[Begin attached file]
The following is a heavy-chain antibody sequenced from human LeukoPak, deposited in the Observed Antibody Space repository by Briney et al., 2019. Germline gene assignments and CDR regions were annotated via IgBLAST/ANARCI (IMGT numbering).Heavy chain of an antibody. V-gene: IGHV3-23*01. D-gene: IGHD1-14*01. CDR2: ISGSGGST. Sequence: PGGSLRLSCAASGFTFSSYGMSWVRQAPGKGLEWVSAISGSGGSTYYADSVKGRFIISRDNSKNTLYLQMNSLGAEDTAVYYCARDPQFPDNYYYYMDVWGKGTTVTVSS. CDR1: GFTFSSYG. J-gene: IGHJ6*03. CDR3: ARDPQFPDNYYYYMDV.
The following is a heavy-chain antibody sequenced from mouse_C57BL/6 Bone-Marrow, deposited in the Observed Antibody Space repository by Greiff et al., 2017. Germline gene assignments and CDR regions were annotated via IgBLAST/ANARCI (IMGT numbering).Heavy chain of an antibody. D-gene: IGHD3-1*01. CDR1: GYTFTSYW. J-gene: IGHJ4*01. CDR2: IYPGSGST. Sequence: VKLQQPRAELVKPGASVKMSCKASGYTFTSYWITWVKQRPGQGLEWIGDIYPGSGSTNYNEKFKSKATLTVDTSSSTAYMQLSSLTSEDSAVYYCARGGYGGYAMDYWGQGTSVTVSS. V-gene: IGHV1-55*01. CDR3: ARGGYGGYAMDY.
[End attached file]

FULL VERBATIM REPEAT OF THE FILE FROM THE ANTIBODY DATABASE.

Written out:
The following is a heavy-chain antibody sequenced from human LeukoPak, deposited in the Observed Antibody Space repository by Briney et al., 2019. Germline gene assignments and CDR regions were annotated via IgBLAST/ANARCI (IMGT numbering).Heavy chain of an antibody. V-gene: IGHV3-23*01. D-gene: IGHD1-14*01. CDR2: ISGSGGST. Sequence: PGGSLRLSCAASGFTFSSYGMSWVRQAPGKGLEWVSAISGSGGSTYYADSVKGRFIISRDNSKNTLYLQMNSLGAEDTAVYYCARDPQFPDNYYYYMDVWGKGTTVTVSS. CDR1: GFTFSSYG. J-gene: IGHJ6*03. CDR3: ARDPQFPDNYYYYMDV.
The following is a heavy-chain antibody sequenced from mouse_C57BL/6 Bone-Marrow, deposited in the Observed Antibody Space repository by Greiff et al., 2017. Germline gene assignments and CDR regions were annotated via IgBLAST/ANARCI (IMGT numbering).Heavy chain of an antibody. D-gene: IGHD3-1*01. CDR1: GYTFTSYW. J-gene: IGHJ4*01. CDR2: IYPGSGST. Sequence: VKLQQPRAELVKPGASVKMSCKASGYTFTSYWITWVKQRPGQGLEWIGDIYPGSGSTNYNEKFKSKATLTVDTSSSTAYMQLSSLTSEDSAVYYCARGGYGGYAMDYWGQGTSVTVSS. V-gene: IGHV1-55*01. CDR3: ARGGYGGYAMDY.